Global strategic management
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GLOBAL STRATEGIC MANAGEMENT
Strategic analysis is the process of evaluation of a business in relation to its internal and external environment with an aim of formulating a strategy that will lead to the attainment of its laid goals and objectives (Ansoff 2007). One purpose of analyzing strategic factors is to identify an environment where an organization can use its competencies to tackle an opportunity. The goal is to find that chance that is suited to the internal and the external environment of the firm that the competitors cannot take advantage. The firm will then obtain a large share of the market. It helps the company to manage transition and internal and external environmental changes in order to maintain its competitiveness in the market. There are models and strategies that can be applied in strategic analysis.
Strategic Planning Models
Model One “Basic” Strategic Planning. This is a simple process by small organizations (Ansoff 2007). This simple strategic planning process includes identification of the mission statement though mission statements change with time. Then there is the selection of goals that will lead to the accomplishment of the mission. Approaches to reach the goal are set after a thorough examination of the internal and external environments where an action plan, which is closely monitored, is then put in place.
Model Two - Issue-Based (or Goal-Based) Planning
This detailed type of planning involves an analysis of SWOT to know the strengths, weaknesses, opportunities and threats that may be involved. There is identification of priority areas, design of programs to tackle the priorities. It is establishment of action plans and their development, budgeting in order to balance between income and expenditure and strategic review.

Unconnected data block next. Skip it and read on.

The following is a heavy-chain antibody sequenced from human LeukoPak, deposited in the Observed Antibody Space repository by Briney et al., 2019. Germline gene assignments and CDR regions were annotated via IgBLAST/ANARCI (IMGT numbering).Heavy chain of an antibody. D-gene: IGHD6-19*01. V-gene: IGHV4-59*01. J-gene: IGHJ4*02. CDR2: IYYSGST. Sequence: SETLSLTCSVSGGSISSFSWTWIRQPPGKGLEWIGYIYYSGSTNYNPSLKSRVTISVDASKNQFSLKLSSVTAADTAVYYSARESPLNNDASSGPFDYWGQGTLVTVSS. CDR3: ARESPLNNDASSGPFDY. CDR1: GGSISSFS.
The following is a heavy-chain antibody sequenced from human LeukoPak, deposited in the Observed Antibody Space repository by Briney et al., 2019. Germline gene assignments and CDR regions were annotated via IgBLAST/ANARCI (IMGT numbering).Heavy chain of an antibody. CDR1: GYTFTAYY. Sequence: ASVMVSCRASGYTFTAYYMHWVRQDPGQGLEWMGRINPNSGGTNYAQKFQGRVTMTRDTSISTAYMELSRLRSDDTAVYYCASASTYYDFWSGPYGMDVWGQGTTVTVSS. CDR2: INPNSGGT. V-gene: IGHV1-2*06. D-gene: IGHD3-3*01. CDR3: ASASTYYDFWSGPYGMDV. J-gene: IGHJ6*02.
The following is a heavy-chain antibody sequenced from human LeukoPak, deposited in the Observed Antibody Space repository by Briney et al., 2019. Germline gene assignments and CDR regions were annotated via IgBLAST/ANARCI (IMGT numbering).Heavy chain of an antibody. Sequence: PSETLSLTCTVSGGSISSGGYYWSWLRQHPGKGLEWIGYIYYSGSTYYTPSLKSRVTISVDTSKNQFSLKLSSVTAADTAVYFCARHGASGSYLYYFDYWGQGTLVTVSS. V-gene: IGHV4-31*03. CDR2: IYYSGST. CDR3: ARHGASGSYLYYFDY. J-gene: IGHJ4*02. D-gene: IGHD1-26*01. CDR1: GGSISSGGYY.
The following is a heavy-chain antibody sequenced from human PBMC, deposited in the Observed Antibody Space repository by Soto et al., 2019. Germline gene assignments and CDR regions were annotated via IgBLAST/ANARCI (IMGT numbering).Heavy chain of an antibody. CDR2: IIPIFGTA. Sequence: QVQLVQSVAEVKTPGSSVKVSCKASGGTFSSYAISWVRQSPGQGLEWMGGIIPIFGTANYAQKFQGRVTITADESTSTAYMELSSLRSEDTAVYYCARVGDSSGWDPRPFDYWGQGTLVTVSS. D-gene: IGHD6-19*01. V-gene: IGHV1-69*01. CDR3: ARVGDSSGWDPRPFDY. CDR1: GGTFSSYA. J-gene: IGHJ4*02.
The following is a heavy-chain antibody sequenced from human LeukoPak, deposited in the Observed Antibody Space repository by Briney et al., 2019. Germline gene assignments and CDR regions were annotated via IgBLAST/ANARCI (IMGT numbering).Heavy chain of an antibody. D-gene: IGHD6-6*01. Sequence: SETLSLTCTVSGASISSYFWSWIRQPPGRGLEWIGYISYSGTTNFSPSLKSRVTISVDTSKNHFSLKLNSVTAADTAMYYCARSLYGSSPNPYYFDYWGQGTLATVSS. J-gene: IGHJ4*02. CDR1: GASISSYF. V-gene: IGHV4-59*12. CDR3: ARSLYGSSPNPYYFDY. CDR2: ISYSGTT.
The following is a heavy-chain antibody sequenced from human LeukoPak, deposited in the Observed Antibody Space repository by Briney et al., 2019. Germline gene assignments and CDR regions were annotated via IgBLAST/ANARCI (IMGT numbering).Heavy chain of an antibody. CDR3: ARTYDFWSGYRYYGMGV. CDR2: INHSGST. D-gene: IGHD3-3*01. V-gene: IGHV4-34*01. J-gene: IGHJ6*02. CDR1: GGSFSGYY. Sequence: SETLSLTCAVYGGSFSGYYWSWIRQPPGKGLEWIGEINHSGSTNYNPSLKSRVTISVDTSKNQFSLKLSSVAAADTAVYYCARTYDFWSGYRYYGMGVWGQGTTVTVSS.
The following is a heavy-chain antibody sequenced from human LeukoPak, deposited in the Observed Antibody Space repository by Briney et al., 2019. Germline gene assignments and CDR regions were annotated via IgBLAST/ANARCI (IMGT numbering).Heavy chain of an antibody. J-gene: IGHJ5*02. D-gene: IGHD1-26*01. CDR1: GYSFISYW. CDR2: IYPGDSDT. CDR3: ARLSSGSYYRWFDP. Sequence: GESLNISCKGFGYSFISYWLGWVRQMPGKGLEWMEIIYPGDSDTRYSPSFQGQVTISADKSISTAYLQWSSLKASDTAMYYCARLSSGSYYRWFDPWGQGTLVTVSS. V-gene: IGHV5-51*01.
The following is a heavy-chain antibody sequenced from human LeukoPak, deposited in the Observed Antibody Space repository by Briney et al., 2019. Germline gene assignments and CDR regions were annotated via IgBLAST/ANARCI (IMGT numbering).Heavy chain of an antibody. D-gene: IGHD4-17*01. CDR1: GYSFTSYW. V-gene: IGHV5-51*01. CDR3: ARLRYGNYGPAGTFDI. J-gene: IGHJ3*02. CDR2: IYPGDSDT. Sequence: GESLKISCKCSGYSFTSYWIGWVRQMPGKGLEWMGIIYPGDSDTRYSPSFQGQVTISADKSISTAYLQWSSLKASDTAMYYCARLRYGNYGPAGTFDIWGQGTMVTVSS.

Model Three - Alignment Model
This model is vital for organizations that require the smoothening of their strategies or making diagnosis on the problematic areas. It is also helpful to organizations that are experiencing a numerous issues concerning internal efficiencies. It includes, outlining of the organization’s mission, strategies, resources and support mechanisms, identification of the efficient and problematic areas and making of adjustments strategies.
Model Four - Scenario Planning
This one can be used together with other models to help planners in strategic thinking (Ansoff, 2007). The model is beneficial in defining strategic issues and goals that are supposed to be accomplished. It involves selection of factors and changes that might affect the organization, suggestion of remedial measures and strategies that can be used to respond to the changes.
Model Five - “Organic” (or Self-Organizing) Planning
This old model moves from general to specific. It involves articulation of the organization’s cultural values using the storyboard and dialogue techniques.
Strategic Planning Strategies
SWOT is an acronym for Strengths, Weaknesses, Opportunities and Threats. It is by far the most popular strategy that involves an analysis of the strengths and weaknesses of business plus the opportunities that abound and the threats that exist in order to be able to major on the strength and fight weaknesses to take advantage of the existing opportunities while avoiding the impacts of the threats posed. The SWOT analysis classifies the internal aspects of the company as strengths or weaknesses and the external factors as opportunities or threats (Gregory, et al, 2007).